New LOONEY TUNES @ HBO MAX – Review by Leslie Combemale

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There’s great news for fans of Bugs Bunny and friends, as well as for the youngsters the elder fans want to indoctrinate into the Looney Tunes fold. HBO Max is bringing Looney Tunes back with a series of new cartoons created with great style and panache by Peter Browngardt.

With a name that’s as uninventive as the actual animated shorts themselves are delightful, Looney Tunes Cartoons, as the series is called, takes its style and substance directly from some of the earliest origins of Warner Brothers cartoons.

Creator Browngardt said he’s been in love with Looney Tunes since he went to a screening of classics, and met animator Chuck Jones when the animation master was signing his book ‘Chuck Amuck’. At the series’ unveiling at Annecy in 2019, Browngardt explained he and his production partners wanted to go back to how the original animation was made in the 30s and 40s. Mission accomplished. The short Dynamite Dance, starring Bugs and Elmer, evokes Bob Clampett’s Corny Concerto, from 1938, and even Tex Avery’s A Wild Hare, which features Bugs in his first official appearance in 1940.

In general, the new series harkens back to the time of Leon Schlesinger and the Termite Terrace, and that’s no small feat. Other cartoons feature WB faves like Porky Pig, Daffy Duck, Wile E. Coyote and the Road Runner, as well as Tweety and Sylvester.

The series’ first season is made up of 80 11-minute episodes, which include shorts between 1 and 5 minutes in length, and were created by a team of 50 at the Warner Brothers animation studio in Burbank. Aiding in the production were four international animation studios: Tonic DNA in Montreal, Yowza! in Toronto, Yearim in Korea, and Snipple in the Philippines.

In effect, Looney Tunes Cartoons is a global effort, which is appropriate, since these characters are beloved the world over. It’s also great knowing that Yowza! is woman-owned, Tonic DNA is co-owned by a woman, and all four companies pride themselves on having a diverse staff. Of course, all that means nothing if the end product isn’t fantastic. No worries. This one is.

In order for the new Looney Tunes Cartoons to come close to the emulated classics it emulates, minute attention had to be paid to the essential elements of visual design, timing, and quality of character and story. Though there are a few mentions or gags that reference the 21st century, nearly everything is timeless, as is exemplified by the Maurice Noble-inspired backgrounds. Look for them especially in Firehouse Frenzy, which leverages the same whimsy and brightly colored geometric designs fans will recognize from Looney Tunes and Merry Melodies classics.

The characters are modeled after specific 30s and 40s cartoons, which are often some of the characters’ earliest appearances. Daffy Duck is definitely at his wackiest, with his design landing somewhere between Tex Avery’s 1937 nut-fest Porky’s Duck Hunt, and the more anthropomorphized shorts directed by Bob Clampett between 1937-1940.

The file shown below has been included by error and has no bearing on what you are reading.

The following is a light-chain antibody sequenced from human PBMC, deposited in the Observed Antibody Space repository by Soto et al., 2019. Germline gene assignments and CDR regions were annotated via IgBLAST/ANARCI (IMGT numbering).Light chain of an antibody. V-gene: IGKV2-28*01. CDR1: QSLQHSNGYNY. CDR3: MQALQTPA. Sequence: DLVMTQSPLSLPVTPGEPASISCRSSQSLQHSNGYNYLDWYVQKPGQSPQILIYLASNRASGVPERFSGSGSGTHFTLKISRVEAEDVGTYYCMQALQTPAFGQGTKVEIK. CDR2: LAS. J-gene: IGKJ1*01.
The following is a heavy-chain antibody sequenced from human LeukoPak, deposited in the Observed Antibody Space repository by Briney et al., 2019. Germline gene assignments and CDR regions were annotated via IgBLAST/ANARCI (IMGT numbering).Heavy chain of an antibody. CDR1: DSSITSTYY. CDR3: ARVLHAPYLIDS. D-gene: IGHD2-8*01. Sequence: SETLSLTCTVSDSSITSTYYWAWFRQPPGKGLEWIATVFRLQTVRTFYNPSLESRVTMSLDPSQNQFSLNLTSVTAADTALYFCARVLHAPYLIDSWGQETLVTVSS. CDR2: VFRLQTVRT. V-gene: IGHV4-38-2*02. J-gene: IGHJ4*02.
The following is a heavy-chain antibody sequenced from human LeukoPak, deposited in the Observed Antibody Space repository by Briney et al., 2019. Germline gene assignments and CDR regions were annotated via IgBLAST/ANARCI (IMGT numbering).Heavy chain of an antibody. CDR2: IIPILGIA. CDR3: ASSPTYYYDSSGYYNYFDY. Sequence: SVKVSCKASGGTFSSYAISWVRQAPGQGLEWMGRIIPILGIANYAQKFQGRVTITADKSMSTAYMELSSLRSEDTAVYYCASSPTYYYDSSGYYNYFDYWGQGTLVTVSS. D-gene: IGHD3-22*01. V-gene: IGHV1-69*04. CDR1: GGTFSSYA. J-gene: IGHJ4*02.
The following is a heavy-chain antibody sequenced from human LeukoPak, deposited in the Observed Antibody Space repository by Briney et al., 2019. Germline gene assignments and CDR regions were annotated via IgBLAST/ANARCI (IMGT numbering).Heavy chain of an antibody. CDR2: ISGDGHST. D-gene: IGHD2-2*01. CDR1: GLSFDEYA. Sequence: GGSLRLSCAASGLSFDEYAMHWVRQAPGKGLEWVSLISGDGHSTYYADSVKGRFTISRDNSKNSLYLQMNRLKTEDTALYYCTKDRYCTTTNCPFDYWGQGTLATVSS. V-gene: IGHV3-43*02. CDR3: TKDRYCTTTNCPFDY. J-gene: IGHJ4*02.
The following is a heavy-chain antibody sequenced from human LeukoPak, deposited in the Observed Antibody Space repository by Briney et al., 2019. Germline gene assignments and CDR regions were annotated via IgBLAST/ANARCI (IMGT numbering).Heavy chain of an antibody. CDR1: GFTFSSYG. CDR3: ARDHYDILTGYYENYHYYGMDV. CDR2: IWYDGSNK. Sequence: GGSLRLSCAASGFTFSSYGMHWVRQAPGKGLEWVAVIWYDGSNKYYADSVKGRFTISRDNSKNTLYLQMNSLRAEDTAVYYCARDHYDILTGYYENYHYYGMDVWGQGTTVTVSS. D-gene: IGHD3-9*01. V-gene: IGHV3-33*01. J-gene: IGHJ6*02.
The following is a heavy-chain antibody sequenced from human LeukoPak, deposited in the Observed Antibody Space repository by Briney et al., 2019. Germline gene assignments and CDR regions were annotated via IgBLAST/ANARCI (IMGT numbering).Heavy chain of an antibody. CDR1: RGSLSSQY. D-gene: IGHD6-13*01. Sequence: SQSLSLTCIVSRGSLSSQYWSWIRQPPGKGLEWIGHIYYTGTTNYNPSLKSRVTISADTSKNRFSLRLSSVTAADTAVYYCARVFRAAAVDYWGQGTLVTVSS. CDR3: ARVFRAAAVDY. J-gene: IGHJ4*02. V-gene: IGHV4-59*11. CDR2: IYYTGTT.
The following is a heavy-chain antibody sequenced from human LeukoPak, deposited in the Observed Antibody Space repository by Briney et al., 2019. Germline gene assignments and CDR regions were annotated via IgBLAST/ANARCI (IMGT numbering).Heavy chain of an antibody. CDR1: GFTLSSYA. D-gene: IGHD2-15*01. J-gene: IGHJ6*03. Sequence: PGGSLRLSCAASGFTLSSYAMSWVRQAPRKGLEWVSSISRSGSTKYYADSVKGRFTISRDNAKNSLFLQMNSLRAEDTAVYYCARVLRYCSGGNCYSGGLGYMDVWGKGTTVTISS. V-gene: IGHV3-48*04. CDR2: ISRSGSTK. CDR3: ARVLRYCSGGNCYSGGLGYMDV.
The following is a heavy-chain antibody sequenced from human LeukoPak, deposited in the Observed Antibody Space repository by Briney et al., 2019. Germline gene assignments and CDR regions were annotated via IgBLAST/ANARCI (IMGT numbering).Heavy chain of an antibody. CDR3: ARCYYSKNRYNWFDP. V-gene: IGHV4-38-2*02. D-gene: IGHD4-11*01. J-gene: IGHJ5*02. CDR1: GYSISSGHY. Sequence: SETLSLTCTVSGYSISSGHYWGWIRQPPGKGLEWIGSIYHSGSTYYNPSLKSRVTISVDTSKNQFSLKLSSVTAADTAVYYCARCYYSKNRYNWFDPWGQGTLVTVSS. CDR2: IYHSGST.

Side by side comparisons between the new Tunnel Vision, starring Wile E. Coyote and Road Runner, and the short that introduced the characters, 1949’s Fast and Furry-ous, would demonstrate the new filmmakers’ loyalty to animation history, although charming new touches like Wile E.’s prominent fang are captivating. Big League Beast will turn devotees of Chuck Jones’s inspired creations first shown in 1946’s Hare Raising Hare, Gossamer and Evil Scientist, into Looney Tunes Cartoons forever fans. Browngardt can be particularly proud of himself for that one.

As to the voices, new official voice of Bugs, Daffy, and Tweety Eric Bauza steps into the enormous shoes of Mel Blanc, as do Jeff Bergman as Sylvester and Bob Bergen, who does a spot-on Porky Pig. They take some getting used to, but they get the cadences right, embrace the spirit of the characters in their interpretations, and after watching several episodes, viewers will be all in.

Don’t look for updated, gentler action, as might befit the progressive world we try to represent for kids these days. Cartoon violence is in full force. The series really couldn’t be Looney Tunes without it.

Supervising producer Alex Kirwan said they wanted to focus on three essentials in this new incarnation: great animation, great voices, and great music. It’s not like any of us need to add another paid streaming service to our rosters, but with Looney Tunes Cartoons on offer, families and classic cartoon fans might find HBO Max rising to the top of their “must have” list.

4 1/2 out of 5 stars

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Leslie Combemale

Leslie Combemale writes as Cinema Siren for websites including LikeABossGirls.com, where she promotes women in film with her own column. She is in her third year as producer and moderator of the "Women Rocking Hollywood" panel at San Diego Comic-Con. Find all her interviews and reviews at cinemasiren.com.